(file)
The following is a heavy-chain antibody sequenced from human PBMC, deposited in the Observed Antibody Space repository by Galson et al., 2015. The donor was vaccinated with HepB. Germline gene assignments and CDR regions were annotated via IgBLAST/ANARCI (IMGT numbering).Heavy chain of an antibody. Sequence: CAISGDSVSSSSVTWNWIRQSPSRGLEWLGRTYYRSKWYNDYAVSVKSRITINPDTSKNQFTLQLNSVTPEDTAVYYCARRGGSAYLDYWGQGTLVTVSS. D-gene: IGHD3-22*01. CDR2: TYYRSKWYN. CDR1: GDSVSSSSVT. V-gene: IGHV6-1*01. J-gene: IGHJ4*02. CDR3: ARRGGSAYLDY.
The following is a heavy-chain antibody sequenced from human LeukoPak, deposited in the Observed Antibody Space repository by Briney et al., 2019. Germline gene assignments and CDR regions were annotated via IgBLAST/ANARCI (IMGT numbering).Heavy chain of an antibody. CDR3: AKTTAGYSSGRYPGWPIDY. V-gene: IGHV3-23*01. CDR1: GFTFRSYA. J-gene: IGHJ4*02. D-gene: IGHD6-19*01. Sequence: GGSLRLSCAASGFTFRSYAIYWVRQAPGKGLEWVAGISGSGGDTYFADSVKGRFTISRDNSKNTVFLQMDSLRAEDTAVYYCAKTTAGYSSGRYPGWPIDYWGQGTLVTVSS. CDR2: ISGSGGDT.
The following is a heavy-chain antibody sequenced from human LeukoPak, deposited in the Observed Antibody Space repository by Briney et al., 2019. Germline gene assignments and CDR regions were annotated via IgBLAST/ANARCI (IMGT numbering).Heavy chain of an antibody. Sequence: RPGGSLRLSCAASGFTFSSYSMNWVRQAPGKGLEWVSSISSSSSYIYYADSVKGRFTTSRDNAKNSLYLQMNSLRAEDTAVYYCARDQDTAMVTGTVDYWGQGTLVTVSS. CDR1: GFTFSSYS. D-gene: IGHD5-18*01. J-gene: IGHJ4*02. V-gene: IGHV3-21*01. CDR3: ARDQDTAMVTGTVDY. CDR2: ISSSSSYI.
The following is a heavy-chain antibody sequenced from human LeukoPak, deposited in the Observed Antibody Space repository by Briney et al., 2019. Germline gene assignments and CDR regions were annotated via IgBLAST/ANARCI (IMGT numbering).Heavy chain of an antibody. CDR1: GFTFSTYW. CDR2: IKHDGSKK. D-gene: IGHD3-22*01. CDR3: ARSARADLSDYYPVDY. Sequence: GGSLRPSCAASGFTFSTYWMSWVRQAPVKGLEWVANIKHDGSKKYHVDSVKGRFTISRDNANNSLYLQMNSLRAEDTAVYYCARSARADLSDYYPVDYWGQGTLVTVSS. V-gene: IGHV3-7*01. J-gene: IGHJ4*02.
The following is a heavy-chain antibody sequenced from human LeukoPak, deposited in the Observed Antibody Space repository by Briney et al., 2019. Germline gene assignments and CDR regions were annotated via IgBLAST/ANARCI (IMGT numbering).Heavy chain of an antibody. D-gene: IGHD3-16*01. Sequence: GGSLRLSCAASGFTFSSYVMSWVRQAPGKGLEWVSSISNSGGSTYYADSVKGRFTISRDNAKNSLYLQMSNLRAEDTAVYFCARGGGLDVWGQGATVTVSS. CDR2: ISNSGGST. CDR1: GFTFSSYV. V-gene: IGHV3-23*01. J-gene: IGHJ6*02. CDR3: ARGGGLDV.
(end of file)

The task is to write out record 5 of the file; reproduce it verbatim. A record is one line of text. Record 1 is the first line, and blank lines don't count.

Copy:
The following is a heavy-chain antibody sequenced from human LeukoPak, deposited in the Observed Antibody Space repository by Briney et al., 2019. Germline gene assignments and CDR regions were annotated via IgBLAST/ANARCI (IMGT numbering).Heavy chain of an antibody. D-gene: IGHD3-16*01. Sequence: GGSLRLSCAASGFTFSSYVMSWVRQAPGKGLEWVSSISNSGGSTYYADSVKGRFTISRDNAKNSLYLQMSNLRAEDTAVYFCARGGGLDVWGQGATVTVSS. CDR2: ISNSGGST. CDR1: GFTFSSYV. V-gene: IGHV3-23*01. J-gene: IGHJ6*02. CDR3: ARGGGLDV.